ARMs for the Rich

The NYT informs us today that, “The Affluent, Too, Couldn’t Resist Adjustable Rates.”

They took out adjustable-rate mortgages at the peak of the housing bubble to buy homes they would otherwise not be able to afford. Or they refinanced existing mortgages to take cash out. And now, two or three years later, the day of reckoning is here.

These are not lower- and middle-income borrowers, but more affluent consumers with annual incomes of $100,000 or more who are increasingly being ensnared in the home mortgage crisis.

People in all income categories “are facing the shock of new payments that can be twice as much as previous ones,” said Susan M. Wachter, professor of business and a real estate specialist at the Wharton School of the University of Pennsylvania.

Nor will falling interest rates help most of these homeowners, as their low initial payments skyrocket and the worth of their homes erodes, said Allen Fishbein, director of housing and credit policy at the Consumer Federation of America.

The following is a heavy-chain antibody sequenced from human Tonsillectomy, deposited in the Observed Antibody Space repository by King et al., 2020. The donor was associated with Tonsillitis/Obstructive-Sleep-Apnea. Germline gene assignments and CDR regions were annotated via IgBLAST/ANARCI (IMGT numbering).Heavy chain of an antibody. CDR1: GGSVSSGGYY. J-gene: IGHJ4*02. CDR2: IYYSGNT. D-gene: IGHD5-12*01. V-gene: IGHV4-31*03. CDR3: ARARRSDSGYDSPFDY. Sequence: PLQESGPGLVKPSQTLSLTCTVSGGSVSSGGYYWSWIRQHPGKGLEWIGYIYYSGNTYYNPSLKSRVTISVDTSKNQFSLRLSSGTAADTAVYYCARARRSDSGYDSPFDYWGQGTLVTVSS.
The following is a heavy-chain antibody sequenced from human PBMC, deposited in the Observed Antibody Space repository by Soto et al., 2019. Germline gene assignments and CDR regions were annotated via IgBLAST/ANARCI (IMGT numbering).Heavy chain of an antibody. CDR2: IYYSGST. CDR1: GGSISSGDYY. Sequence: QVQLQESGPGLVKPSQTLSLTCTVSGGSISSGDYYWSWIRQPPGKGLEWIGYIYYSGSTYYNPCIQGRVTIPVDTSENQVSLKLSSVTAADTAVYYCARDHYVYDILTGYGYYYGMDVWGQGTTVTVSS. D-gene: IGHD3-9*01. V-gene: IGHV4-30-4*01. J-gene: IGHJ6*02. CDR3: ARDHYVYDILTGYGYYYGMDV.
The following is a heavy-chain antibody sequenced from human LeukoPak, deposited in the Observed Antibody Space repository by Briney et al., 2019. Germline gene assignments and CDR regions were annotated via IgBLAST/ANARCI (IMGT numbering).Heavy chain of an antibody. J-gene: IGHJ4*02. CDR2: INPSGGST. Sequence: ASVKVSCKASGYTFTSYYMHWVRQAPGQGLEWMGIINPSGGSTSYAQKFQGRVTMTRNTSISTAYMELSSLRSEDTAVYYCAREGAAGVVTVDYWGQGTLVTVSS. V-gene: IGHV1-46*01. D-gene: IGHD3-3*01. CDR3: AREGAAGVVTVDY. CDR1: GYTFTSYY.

[…]

Today’s ARMs were “designed to fail, so you have to refinance,” Ms. Wachter said. “It shouldn’t be surprising that values go up and down in this kind of situation. And when you most need to refinance you can’t — the crux of the crunch.”

[…]

Refinancing requires some equity. Even if homeowners put a substantial amount of money down, many have no equity because their homes are worth less than they owe. In real estate parlance, their mortgages are under water.

The instrument has not yet been devised that can measure how little sympathy I have for people who refinanced their homes to pay for vacations or so that they could live above their already considerable means. If they go under and have to start from scratch, too bad.

These people are just as much speculators as those who buy homes in order to “flip” them when the market goes up. They were willing to take their profits; now they’ll have to accept their losses. That’s the nature of gambling.

FILED UNDER: General, ,
James Joyner
About James Joyner
James Joyner is Professor and Department Head of Security Studies at Marine Corps University's Command and Staff College and a nonresident senior fellow at the Scowcroft Center for Strategy and Security at the Atlantic Council. He's a former Army officer and Desert Storm vet. Views expressed here are his own. Follow James on Twitter @DrJJoyner.

Comments

  1. Dave Schuler says: